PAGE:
So what is going on with the Nichia219 on copper?

I had high hopes for some improvement using the 219 on copper, but I did not get more than 1.3amps from a 18650 battery through the led, despite the use of a 2200mA Nanjg driver. Vestureofblood got a bit more from a 2800mA driver, but still under 2A.

So despite of me not being an electronics expert, I did an attempt at testing the Nichia219 on a 16mm Sinkpad to see what is going wrong. And I must admit again (as in my recent MT-G2 measurements) that I did not do extensive measures to calibrate my equipment, so the same disclaimer is valid as in the post about the MT-G2 measurements: the numbers in this post are given as is, without any claim of great accuracy (and I truly admire those that really can do those accurate tests ). But I am confident of the overall trend of how the 219 performs on copper.

Oh, and I did these measurements because I myself was curious about this particular led, it is not that i am planning many more of these tests, I do not have proper equipment for that, and lack the will to do all the checks and controls that go with real accurate testing.

This is the set-up:

This is the led board, well screwed down on lots of aluminium, with thin layer of Arctic Silver in between:

And to be able to measure the output without a Integrating Sphere I placed a reflector on top with a glass lens (this time a cheap AR-coated one from FT), so a ceiling bounce lumen estimate could be obtained that can also be regarded as a value that can actually be achieved in a flashlight build.

The led was directly coupled to the power supply with short thick leads, I used both the current and voltage readings that were given by the power supply. I suspect at this time that the voltage readings from my power supply are about 0.15V higher than the real Vf of the led so please substract 0.15V from the Voltage values in the table and graph to get an idea of the Vf, but more about that later.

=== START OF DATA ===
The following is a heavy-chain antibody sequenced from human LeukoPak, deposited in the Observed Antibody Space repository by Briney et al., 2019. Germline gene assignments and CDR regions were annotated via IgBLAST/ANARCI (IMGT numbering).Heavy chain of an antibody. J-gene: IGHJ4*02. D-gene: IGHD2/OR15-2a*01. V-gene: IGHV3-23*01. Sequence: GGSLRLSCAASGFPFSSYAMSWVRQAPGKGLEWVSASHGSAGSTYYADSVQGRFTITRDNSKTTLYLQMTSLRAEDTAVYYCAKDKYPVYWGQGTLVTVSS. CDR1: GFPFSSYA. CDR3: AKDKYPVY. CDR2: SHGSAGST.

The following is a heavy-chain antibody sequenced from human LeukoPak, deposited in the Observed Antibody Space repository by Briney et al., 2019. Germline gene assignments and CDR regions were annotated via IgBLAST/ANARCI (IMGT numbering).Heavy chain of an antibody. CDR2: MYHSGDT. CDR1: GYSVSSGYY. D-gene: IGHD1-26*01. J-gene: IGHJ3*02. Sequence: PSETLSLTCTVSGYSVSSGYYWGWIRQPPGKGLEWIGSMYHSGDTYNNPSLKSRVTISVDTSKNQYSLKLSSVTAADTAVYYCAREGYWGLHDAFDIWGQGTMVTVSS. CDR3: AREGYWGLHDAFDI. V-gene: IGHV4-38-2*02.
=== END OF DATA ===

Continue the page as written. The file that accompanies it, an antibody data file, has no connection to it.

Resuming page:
So what are my thoughts of this?

1)on an alu board the 219 output levels out at 1600mA, on copper it is around 3A

2)the max output is going up considerably as well, the above values are 'simulated OTF' numbers but I guess the maximum bare led output would be close to 500 lumens (compared to max 300 on aluminium, see match's tests of the 219)

3)this well heatsinked the led can withstand 4.4 amps! (but for the maximum output you don't want more than 3)

4)the Vf is going up fast!, and at max output it is more than 4.2 volts, so even with a single li-ion cell at direct drive you do not get there. (So where is that single li-ion 3 amp boost driver??? )

5)on the other hand, if you do not care about constant current or modes, just skip the driver and run the 219 directly from a li-ion battery (mag incan-style) , how easy is that?

6)you can see some irregularities in the graph, apart from lousy measuring, one reason is that not all values were taken in one session turning the power up, it seems that after the first session at high current, the current at a already measured voltage has increased somewhat (or the other way around: that the Vf at a certain current is somewhat lowered). This supports indeed the idea that you can 'burn in' this led to lower the Vf a bit (no hard evidence though).

So getting more confident about my test results I just tried this: